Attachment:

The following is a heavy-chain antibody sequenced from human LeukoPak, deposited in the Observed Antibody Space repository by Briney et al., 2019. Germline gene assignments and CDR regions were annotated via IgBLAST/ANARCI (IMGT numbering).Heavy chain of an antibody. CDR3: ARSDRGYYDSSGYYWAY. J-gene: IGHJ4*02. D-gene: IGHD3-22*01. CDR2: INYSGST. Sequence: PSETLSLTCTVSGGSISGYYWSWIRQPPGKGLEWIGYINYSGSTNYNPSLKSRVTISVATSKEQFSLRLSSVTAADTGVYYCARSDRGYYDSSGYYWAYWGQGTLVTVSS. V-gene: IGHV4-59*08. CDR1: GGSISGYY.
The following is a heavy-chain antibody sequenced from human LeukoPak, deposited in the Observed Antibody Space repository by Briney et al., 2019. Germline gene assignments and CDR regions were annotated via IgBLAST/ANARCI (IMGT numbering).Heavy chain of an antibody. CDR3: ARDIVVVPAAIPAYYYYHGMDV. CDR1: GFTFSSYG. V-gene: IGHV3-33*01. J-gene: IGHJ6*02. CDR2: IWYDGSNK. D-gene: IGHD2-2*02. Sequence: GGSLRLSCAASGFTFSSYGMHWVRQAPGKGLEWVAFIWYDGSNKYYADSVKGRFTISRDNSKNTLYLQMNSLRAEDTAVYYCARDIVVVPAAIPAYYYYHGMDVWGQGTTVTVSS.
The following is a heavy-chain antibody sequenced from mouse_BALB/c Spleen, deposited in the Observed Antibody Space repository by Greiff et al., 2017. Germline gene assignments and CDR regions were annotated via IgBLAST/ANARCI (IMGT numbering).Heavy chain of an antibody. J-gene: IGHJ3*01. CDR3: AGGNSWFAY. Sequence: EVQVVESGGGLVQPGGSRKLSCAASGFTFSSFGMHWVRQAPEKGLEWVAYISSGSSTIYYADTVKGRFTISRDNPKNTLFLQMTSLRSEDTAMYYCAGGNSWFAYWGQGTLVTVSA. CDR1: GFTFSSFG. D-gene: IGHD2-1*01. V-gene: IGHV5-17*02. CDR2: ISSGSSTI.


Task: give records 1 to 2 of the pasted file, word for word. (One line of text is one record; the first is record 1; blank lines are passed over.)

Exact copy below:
The following is a heavy-chain antibody sequenced from human LeukoPak, deposited in the Observed Antibody Space repository by Briney et al., 2019. Germline gene assignments and CDR regions were annotated via IgBLAST/ANARCI (IMGT numbering).Heavy chain of an antibody. CDR3: ARSDRGYYDSSGYYWAY. J-gene: IGHJ4*02. D-gene: IGHD3-22*01. CDR2: INYSGST. Sequence: PSETLSLTCTVSGGSISGYYWSWIRQPPGKGLEWIGYINYSGSTNYNPSLKSRVTISVATSKEQFSLRLSSVTAADTGVYYCARSDRGYYDSSGYYWAYWGQGTLVTVSS. V-gene: IGHV4-59*08. CDR1: GGSISGYY.
The following is a heavy-chain antibody sequenced from human LeukoPak, deposited in the Observed Antibody Space repository by Briney et al., 2019. Germline gene assignments and CDR regions were annotated via IgBLAST/ANARCI (IMGT numbering).Heavy chain of an antibody. CDR3: ARDIVVVPAAIPAYYYYHGMDV. CDR1: GFTFSSYG. V-gene: IGHV3-33*01. J-gene: IGHJ6*02. CDR2: IWYDGSNK. D-gene: IGHD2-2*02. Sequence: GGSLRLSCAASGFTFSSYGMHWVRQAPGKGLEWVAFIWYDGSNKYYADSVKGRFTISRDNSKNTLYLQMNSLRAEDTAVYYCARDIVVVPAAIPAYYYYHGMDVWGQGTTVTVSS.